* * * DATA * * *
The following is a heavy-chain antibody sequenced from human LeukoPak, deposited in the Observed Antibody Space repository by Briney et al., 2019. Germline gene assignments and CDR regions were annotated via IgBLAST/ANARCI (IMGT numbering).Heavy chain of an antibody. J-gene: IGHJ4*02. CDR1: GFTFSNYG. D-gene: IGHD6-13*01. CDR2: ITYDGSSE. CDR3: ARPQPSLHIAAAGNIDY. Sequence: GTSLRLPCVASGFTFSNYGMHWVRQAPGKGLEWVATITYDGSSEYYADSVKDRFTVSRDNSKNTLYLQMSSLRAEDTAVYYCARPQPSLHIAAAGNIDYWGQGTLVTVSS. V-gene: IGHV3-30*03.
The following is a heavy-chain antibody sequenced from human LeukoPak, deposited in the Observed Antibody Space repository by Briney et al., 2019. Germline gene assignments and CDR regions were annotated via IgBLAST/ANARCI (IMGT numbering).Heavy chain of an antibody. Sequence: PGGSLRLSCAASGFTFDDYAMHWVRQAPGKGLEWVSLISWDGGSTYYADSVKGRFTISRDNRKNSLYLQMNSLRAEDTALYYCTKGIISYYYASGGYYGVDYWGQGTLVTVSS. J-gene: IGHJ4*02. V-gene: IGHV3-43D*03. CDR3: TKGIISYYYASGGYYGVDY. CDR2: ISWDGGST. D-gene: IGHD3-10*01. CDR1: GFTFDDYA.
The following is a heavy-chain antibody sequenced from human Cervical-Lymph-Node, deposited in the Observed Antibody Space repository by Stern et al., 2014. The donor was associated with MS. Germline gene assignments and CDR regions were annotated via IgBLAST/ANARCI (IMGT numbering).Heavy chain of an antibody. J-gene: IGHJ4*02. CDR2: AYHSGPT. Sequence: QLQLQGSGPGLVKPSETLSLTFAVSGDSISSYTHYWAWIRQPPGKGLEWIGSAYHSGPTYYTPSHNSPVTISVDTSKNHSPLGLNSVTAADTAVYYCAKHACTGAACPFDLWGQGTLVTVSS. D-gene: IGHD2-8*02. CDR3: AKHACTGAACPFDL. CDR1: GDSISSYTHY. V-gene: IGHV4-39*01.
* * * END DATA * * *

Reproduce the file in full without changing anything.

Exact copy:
The following is a heavy-chain antibody sequenced from human LeukoPak, deposited in the Observed Antibody Space repository by Briney et al., 2019. Germline gene assignments and CDR regions were annotated via IgBLAST/ANARCI (IMGT numbering).Heavy chain of an antibody. J-gene: IGHJ4*02. CDR1: GFTFSNYG. D-gene: IGHD6-13*01. CDR2: ITYDGSSE. CDR3: ARPQPSLHIAAAGNIDY. Sequence: GTSLRLPCVASGFTFSNYGMHWVRQAPGKGLEWVATITYDGSSEYYADSVKDRFTVSRDNSKNTLYLQMSSLRAEDTAVYYCARPQPSLHIAAAGNIDYWGQGTLVTVSS. V-gene: IGHV3-30*03.
The following is a heavy-chain antibody sequenced from human LeukoPak, deposited in the Observed Antibody Space repository by Briney et al., 2019. Germline gene assignments and CDR regions were annotated via IgBLAST/ANARCI (IMGT numbering).Heavy chain of an antibody. Sequence: PGGSLRLSCAASGFTFDDYAMHWVRQAPGKGLEWVSLISWDGGSTYYADSVKGRFTISRDNRKNSLYLQMNSLRAEDTALYYCTKGIISYYYASGGYYGVDYWGQGTLVTVSS. J-gene: IGHJ4*02. V-gene: IGHV3-43D*03. CDR3: TKGIISYYYASGGYYGVDY. CDR2: ISWDGGST. D-gene: IGHD3-10*01. CDR1: GFTFDDYA.
The following is a heavy-chain antibody sequenced from human Cervical-Lymph-Node, deposited in the Observed Antibody Space repository by Stern et al., 2014. The donor was associated with MS. Germline gene assignments and CDR regions were annotated via IgBLAST/ANARCI (IMGT numbering).Heavy chain of an antibody. J-gene: IGHJ4*02. CDR2: AYHSGPT. Sequence: QLQLQGSGPGLVKPSETLSLTFAVSGDSISSYTHYWAWIRQPPGKGLEWIGSAYHSGPTYYTPSHNSPVTISVDTSKNHSPLGLNSVTAADTAVYYCAKHACTGAACPFDLWGQGTLVTVSS. D-gene: IGHD2-8*02. CDR3: AKHACTGAACPFDL. CDR1: GDSISSYTHY. V-gene: IGHV4-39*01.